As one flows along with its quiet rhythms, one realises that life in Pune has a different cadence.
The regulars offer their toast and butter to anyone who waves at them and expect gossip in return...
THE first glances that welcome you at the casual turn to Dastur Meher Road are from the curious eyes of the patrons of the Café Yezdaan. The regulars, who probably spent all their teatime there, are frail senior citizens. Most of the time they look out of the several tall windows at the pedestrians of the busy street or talk about the dhansak. Some of them offer their toast and butter to anyone who waves at them and expect gossip in return over their hot Irani chais.Iranian immigrants gave Poona some of its best bakeries and corner cafés with simple but sumptuous combinations of buns, caramel custard, omelette varieties, chai and glassed interiors with etched Persian motifs. In the 1930s, omelettes at these Irani cafés had overwhelmed the Poha-eating Puneri. The Café Yezdaan, among the earliest of the cafés that started at untaken corners of the city, four wood-and-iron chairs still crowd circular tables all over the place. The arrangement shares sunlight and sprays of rain from the windows and air from fans rotating for over 70 years from a ceiling too far away to be swept clean of a decade of cobwebs. It is a place where you wouldn't remember the number of hours you sit fascinated, eating plain omelette after plain omelette.
At the parallel Sachapir Street, you can see the neighbourhood Imam speak a few ayaats in Arabic into a glass of water to heal small ailments; one is sandwiched between landmarks reflecting years of legacies. In one of which, Ansar Ali Sheikh snips hair. A 150-year-old barbershop, started by his Ajooba (great-great-grandfather), it had been famously regarded as the Chidiyawala Baba ka Dukaan. The founder kept and flew birds and won many bird-flying competitions that were common in those times. In another, a Dawakhana opposite the barbershop, sits Hakim Raazi, attending to patients and mixing several homemade medicines into small glass bottles or pieces of paper with a smile. This 80-year-old also writes satirical debates in Urdu.Up the street, amidst the din of vegetable sellers, restaurants serve meat rolls and achari gosht, perfect for rainy evenings. In the neighbourhood, the 120-year-old Shivaji Market has adequate varieties of fresh food, fresh meats and people like Fahim bhai who would save portions of tenderloin for complete strangers. During Ramadan, food stands line the outer wall of the market to sell excellent kadi gosht, rice stewed with meat and fried sweets for breaking fast.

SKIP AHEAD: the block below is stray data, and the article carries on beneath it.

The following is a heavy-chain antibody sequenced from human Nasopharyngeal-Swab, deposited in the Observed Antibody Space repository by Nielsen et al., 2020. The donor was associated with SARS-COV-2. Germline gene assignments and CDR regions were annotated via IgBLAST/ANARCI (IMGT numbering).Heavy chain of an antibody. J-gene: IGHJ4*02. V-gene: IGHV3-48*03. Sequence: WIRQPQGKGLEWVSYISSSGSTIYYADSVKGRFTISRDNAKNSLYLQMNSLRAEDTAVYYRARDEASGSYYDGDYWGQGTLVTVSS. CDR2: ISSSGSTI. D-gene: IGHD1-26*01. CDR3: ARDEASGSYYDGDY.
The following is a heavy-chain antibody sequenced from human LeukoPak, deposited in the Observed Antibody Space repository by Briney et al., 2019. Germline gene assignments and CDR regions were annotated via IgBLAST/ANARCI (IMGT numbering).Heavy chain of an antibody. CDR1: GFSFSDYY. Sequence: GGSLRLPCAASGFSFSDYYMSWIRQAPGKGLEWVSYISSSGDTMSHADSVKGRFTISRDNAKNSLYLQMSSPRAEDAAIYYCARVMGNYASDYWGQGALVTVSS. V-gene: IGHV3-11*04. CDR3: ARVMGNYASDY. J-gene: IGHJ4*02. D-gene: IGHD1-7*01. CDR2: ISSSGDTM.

Remnants of the past
Walking across the river to localities classified according to the professions of their residents which dot the heart of the city helps you recollect their pasts if not the dying sounds of their trades. The several social points of art and culture make you wonder if you can still hear the music from the Mujumdar Wada or read through its library of music and drama manuscripts as you pass. The hauds and the deepmalas, though now in their fading light, provide historical evidence of social development and community networking. The intricate wood-detailed interiors of the Shaniwar Wada, one of the glorious landmarks of Maratha royalty, echo of conversations on cultural bonding to military strategy. The casual passer-by, after a brief rest at the Bishrambaug Wada can sit at a corner of the Laxmi Road, and sip at sweet and fragrant chai watching a milieu of people buying, selling, eating, complaining and smiling.When you step away from these well- and lesser-trodden lanes, the song of the blind singer at the steps of the overhead bridge at Corporation reiterates what you may have observed, charming memories.